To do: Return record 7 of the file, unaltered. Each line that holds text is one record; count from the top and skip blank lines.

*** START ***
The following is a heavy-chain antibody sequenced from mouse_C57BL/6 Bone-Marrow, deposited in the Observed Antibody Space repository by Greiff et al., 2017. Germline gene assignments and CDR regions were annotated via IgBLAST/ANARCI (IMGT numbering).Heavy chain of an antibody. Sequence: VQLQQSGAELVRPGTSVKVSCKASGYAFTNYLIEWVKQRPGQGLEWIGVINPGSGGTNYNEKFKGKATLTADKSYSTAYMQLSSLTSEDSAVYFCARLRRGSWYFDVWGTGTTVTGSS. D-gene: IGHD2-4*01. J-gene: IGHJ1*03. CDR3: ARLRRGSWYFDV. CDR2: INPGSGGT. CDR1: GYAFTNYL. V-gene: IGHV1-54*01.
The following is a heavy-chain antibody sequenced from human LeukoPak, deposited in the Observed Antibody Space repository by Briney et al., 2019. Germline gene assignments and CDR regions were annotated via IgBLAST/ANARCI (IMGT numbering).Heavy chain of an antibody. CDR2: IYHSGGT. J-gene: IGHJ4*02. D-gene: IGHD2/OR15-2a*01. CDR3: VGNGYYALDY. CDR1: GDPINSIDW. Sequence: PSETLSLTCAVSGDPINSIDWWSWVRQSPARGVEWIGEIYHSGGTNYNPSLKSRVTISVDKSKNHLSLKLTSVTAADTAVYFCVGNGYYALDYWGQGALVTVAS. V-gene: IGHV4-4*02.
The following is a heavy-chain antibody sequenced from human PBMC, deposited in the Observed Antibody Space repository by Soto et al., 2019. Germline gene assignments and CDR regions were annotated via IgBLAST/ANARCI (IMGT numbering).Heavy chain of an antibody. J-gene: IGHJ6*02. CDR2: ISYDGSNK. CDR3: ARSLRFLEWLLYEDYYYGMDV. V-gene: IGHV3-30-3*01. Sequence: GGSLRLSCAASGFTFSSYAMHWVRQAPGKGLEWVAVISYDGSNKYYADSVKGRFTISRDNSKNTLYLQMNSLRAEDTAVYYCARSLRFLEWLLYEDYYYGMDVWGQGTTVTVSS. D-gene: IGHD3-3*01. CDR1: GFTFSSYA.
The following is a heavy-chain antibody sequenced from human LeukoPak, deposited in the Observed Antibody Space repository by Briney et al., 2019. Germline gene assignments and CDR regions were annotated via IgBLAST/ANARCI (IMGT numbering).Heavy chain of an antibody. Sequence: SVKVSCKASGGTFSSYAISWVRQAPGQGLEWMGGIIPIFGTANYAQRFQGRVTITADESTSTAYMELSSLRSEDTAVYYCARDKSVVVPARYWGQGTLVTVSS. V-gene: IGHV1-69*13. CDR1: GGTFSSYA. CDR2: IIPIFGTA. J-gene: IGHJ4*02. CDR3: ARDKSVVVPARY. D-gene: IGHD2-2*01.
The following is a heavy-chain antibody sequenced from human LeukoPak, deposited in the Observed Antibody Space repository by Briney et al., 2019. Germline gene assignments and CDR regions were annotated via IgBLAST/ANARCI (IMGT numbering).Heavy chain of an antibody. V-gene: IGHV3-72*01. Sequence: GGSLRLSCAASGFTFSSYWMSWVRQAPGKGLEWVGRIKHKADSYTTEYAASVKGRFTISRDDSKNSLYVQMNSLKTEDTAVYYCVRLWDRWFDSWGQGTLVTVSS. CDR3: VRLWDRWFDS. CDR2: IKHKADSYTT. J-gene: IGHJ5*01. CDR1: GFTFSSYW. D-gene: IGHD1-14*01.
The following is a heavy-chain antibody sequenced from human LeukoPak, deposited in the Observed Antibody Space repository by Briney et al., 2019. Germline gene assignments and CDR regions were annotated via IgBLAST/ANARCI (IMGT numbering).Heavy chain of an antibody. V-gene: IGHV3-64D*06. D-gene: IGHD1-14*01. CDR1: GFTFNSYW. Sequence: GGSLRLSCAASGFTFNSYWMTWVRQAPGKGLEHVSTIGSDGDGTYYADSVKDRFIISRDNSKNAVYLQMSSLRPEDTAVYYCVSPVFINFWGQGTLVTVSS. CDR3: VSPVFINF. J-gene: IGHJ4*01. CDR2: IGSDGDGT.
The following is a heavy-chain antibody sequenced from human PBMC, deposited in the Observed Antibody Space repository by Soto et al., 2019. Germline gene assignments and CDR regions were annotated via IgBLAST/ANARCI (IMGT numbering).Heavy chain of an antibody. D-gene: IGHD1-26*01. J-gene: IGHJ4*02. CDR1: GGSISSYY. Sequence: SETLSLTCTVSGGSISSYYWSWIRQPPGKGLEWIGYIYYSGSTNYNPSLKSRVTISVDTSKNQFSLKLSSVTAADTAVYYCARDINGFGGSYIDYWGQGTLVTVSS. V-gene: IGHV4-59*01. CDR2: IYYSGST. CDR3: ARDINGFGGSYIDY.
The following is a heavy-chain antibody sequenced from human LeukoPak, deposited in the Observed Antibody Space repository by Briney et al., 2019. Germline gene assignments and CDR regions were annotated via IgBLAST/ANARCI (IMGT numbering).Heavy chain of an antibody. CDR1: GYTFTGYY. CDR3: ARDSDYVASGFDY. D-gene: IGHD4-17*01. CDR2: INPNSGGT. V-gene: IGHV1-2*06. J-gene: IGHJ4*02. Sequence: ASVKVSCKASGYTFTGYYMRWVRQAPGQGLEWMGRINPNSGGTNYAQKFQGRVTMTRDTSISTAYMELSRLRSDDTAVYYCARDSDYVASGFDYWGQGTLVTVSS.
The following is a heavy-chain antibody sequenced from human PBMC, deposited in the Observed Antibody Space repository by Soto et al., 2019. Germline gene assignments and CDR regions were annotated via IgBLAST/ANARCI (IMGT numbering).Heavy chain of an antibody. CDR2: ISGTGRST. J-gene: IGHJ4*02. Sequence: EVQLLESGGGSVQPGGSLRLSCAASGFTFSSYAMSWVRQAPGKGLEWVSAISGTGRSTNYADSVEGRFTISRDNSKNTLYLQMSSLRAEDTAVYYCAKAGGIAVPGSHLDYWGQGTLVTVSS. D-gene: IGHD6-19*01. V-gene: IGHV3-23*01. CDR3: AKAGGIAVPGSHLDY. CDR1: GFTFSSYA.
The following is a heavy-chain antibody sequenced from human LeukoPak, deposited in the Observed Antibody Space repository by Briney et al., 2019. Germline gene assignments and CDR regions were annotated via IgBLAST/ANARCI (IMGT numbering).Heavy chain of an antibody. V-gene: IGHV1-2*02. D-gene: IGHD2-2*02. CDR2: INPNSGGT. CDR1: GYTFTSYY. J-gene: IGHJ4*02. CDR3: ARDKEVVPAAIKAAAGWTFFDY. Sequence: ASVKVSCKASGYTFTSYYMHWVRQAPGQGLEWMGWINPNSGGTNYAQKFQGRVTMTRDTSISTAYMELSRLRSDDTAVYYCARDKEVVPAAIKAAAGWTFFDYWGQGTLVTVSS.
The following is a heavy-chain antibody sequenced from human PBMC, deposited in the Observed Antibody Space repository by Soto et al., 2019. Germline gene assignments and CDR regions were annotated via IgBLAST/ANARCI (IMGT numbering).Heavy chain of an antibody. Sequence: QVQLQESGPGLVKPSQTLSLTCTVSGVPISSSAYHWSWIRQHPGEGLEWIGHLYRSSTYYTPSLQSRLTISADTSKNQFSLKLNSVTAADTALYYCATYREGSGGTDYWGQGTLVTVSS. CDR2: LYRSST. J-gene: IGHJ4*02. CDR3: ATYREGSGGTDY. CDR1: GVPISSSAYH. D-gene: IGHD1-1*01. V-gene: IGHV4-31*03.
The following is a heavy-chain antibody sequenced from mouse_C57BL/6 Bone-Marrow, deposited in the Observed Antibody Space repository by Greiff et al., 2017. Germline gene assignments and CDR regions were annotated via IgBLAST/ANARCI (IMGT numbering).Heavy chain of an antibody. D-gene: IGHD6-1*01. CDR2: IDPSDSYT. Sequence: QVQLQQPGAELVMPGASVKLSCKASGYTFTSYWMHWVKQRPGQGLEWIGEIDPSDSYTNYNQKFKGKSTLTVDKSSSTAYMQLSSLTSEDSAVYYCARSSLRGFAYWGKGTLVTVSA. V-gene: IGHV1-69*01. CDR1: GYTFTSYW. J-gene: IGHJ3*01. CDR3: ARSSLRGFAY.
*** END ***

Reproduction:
The following is a heavy-chain antibody sequenced from human PBMC, deposited in the Observed Antibody Space repository by Soto et al., 2019. Germline gene assignments and CDR regions were annotated via IgBLAST/ANARCI (IMGT numbering).Heavy chain of an antibody. D-gene: IGHD1-26*01. J-gene: IGHJ4*02. CDR1: GGSISSYY. Sequence: SETLSLTCTVSGGSISSYYWSWIRQPPGKGLEWIGYIYYSGSTNYNPSLKSRVTISVDTSKNQFSLKLSSVTAADTAVYYCARDINGFGGSYIDYWGQGTLVTVSS. V-gene: IGHV4-59*01. CDR2: IYYSGST. CDR3: ARDINGFGGSYIDY.